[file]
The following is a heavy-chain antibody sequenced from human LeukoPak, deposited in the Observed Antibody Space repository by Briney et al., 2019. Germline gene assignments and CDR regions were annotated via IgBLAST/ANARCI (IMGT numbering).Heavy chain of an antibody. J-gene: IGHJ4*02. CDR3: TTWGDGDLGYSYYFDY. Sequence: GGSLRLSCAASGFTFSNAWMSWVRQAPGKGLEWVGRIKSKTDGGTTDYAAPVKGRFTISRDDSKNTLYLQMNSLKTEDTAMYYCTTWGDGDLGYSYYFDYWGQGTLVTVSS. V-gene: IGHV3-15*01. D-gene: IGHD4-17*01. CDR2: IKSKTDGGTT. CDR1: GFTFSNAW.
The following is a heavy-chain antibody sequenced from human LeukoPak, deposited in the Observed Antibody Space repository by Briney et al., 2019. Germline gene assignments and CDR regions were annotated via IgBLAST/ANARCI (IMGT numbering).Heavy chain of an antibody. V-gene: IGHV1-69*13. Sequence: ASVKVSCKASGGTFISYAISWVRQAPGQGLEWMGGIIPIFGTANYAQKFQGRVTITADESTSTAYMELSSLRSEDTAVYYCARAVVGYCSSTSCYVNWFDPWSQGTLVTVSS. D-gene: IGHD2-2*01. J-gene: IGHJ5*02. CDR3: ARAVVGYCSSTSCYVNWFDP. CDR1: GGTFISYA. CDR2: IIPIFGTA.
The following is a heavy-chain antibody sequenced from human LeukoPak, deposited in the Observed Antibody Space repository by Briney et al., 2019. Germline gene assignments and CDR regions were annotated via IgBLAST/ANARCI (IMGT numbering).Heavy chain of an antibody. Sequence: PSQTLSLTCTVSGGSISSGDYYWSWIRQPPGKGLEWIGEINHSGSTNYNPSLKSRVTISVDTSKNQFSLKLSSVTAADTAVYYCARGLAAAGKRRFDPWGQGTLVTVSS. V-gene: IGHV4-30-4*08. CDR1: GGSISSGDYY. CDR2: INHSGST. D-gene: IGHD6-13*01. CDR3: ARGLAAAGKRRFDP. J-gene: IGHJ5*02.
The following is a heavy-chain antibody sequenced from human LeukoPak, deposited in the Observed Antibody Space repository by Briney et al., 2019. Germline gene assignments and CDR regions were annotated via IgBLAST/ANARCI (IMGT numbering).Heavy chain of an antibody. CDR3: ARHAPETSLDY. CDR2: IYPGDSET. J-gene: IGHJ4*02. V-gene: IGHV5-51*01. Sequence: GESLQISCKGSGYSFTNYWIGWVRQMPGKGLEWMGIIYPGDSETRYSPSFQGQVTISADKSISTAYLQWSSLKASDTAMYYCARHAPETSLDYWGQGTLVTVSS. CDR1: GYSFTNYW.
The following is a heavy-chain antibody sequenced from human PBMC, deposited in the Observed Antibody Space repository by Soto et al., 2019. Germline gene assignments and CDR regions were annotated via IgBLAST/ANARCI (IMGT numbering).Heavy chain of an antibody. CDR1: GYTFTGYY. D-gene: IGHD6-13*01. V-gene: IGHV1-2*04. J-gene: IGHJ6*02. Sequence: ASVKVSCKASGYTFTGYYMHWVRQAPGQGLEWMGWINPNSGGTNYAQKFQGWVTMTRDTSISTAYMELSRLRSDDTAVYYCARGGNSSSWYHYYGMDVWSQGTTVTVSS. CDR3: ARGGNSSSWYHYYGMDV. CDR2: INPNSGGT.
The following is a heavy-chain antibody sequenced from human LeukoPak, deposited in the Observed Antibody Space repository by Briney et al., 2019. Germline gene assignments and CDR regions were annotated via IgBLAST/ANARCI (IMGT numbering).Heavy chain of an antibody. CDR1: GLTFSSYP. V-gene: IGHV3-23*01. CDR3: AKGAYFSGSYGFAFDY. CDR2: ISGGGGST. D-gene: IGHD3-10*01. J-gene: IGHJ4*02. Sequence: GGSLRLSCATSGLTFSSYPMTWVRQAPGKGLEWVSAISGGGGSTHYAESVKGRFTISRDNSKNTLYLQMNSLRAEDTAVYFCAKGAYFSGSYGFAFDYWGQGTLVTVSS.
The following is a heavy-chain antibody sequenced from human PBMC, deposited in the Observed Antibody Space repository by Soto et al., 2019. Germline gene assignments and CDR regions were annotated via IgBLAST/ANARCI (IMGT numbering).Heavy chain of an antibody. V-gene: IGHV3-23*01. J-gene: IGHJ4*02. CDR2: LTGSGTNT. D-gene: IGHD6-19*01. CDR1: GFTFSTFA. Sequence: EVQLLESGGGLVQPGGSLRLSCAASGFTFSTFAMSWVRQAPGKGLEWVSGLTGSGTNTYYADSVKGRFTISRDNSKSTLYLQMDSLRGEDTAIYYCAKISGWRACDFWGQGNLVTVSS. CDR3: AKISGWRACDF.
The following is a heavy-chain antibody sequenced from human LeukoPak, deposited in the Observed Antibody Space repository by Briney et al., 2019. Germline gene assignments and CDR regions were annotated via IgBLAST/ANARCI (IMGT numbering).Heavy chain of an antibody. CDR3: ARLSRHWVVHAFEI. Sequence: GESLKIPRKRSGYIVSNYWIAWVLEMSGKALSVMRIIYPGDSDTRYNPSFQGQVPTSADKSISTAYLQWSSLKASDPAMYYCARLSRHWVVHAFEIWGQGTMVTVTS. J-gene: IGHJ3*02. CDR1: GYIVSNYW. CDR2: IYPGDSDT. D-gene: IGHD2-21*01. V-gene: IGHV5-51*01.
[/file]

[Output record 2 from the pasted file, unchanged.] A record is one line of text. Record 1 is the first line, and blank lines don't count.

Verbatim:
The following is a heavy-chain antibody sequenced from human LeukoPak, deposited in the Observed Antibody Space repository by Briney et al., 2019. Germline gene assignments and CDR regions were annotated via IgBLAST/ANARCI (IMGT numbering).Heavy chain of an antibody. V-gene: IGHV1-69*13. Sequence: ASVKVSCKASGGTFISYAISWVRQAPGQGLEWMGGIIPIFGTANYAQKFQGRVTITADESTSTAYMELSSLRSEDTAVYYCARAVVGYCSSTSCYVNWFDPWSQGTLVTVSS. D-gene: IGHD2-2*01. J-gene: IGHJ5*02. CDR3: ARAVVGYCSSTSCYVNWFDP. CDR1: GGTFISYA. CDR2: IIPIFGTA.